Enthusiasts riff on the name, calling themselves "boojihadeen" or "the boog." Not all those in the "boogaloo" movement are white supremacists, but groups who track hate culture find some overlap in terms of Nazi iconography and other extremist symbols.
There are some 125 such groups on Facebook, more than 60% created this year, according to a report from the Tech Transparency Project of the Campaign for Accountability, a nonprofit watchdog group.
Facebook, which had previously said it wrestled with the term because it is also the name of a popular music genre, issued a statement Friday saying it would remove posts that link the term to violence.
"We're updating our policies to prohibit the use of these terms when accompanied by statements and images depicting armed violence," said a Facebook spokesman, who spoke on the condition of not being identified, as per company policy.
A common thread found on the internet is that Americans might soon be pitted against their government. In one YouTube video called "Top 5 Boogaloo Guns," which has more than 340,000 views, the host warns of "a tyrannical government, and you have got to take to the streets and take care of business." The speaker was wearing a Hawaiian shirt decorated with pineapples and grenades.
Engagement with violent extremist content online in states with extended stay-at-home orders grew 21% in early April compared with the eight previous months, according to a report by Moonshot CVE, a startup that monitors extremist searches on Google.
ISD Global, a London think tank that studies U.S. social media, found that subscriptions to extremist channels also jumped markedly.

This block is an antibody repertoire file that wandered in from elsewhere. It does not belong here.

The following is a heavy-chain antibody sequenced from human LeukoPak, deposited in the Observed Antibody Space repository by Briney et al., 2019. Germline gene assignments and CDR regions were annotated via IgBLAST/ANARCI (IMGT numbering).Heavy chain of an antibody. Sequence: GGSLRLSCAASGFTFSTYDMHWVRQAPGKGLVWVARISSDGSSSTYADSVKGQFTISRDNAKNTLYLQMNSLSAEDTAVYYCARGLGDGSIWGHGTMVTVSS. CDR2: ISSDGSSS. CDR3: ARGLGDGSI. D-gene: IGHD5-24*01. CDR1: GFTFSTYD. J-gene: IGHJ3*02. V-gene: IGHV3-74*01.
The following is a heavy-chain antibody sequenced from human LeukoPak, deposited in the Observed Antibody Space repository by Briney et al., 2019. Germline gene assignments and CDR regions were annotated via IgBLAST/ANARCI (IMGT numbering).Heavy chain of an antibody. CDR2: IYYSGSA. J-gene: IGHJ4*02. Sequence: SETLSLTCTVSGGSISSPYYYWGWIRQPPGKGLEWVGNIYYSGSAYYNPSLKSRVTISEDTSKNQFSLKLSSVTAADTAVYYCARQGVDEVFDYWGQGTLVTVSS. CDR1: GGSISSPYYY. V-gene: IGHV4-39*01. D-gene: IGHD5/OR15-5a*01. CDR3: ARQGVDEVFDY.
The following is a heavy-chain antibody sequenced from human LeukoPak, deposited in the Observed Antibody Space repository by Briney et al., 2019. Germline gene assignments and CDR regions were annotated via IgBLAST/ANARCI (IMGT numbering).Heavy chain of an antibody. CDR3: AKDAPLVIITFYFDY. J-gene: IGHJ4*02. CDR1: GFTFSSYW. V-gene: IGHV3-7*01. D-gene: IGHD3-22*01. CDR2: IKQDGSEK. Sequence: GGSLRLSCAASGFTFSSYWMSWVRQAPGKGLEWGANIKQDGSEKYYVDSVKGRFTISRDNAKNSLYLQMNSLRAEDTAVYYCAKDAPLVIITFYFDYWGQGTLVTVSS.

There is special concern that impressionable adolescents, bored and spending countless hours online, will be swayed by the hateful material.
This concern was amplified by the revelation in the Estonian newspaper Eesti Ekspress that a leader of a neo-Nazi organization called the Feuerkrieg Division was 13 years old. He had discussed setting up a terrorist training camp, shared bomb-making information and vehemently opposed a proposed merger with the Atomwaffen Division, another accelerationist group that endorses violence.
After President Donald Trump tweeted that he was temporarily stopping immigration in response to the pandemic, the mood among white-power advocates ranged from jubilation to cautious optimism.
When Trump's suspension proved temporary, some still celebrated that a once fringe talking point had gone mainstream, while others expressed disappointment online.
"Whoop-dee-do," wrote one critic on a Telegram channel frequented by white supremacists.
Several recent plots have been linked to people who frequented such discussions.
Timothy Wilson, 36, an extremist suspected of planning an attack on a Missouri hospital, was killed in a shootout with FBI agents in late March. An FBI statement said he was "motivated by racial, religious, and anti-government animus."
The federal government sought to harness the pandemic as an "excuse to destroy our people," Wilson wrote on an online channel for violent neo-Nazi groups, Squire said, while also describing it as a Jewish "power grab."
An Arkansas man, Aaron Swenson, 36, had used an alias to "like" more than a dozen "boogaloo" Facebook pages, said the Tech Transparency Project report. He then went on Facebook Live on April 12 to announce that he was hunting for a law enforcement officer to ambush and execute in Texarkana, Texas, where police arrested him, according to a police statement.
Swenson, who remains in jail on $85,000 bail, was charged with making terroristic threats, evading capture and carrying a weapon illegally. He plans to enter a plea of not guilty, said Rick Shumaker, the chief public defender for Bowie County, Texas. No court date has been set.
In a twist, the coronavirus prompted at least one white supremacist to reinvent himself as a disease expert.
Previously, Tom Kawczynski advocated turning New England into a white-run monarchy. After the pandemic erupted, he recast himself as a virus expert, starting a "Coronavirus Central" podcast that is among the most popular on coronavirus themes offered by Apple.
Kawczynski's former sentiments did not entirely disappear. With virus cases expanding in New York and elsewhere nearby in early April, he suggested on Twitter that New England had to work "independently for survival."
This article originally appeared in The New York Times.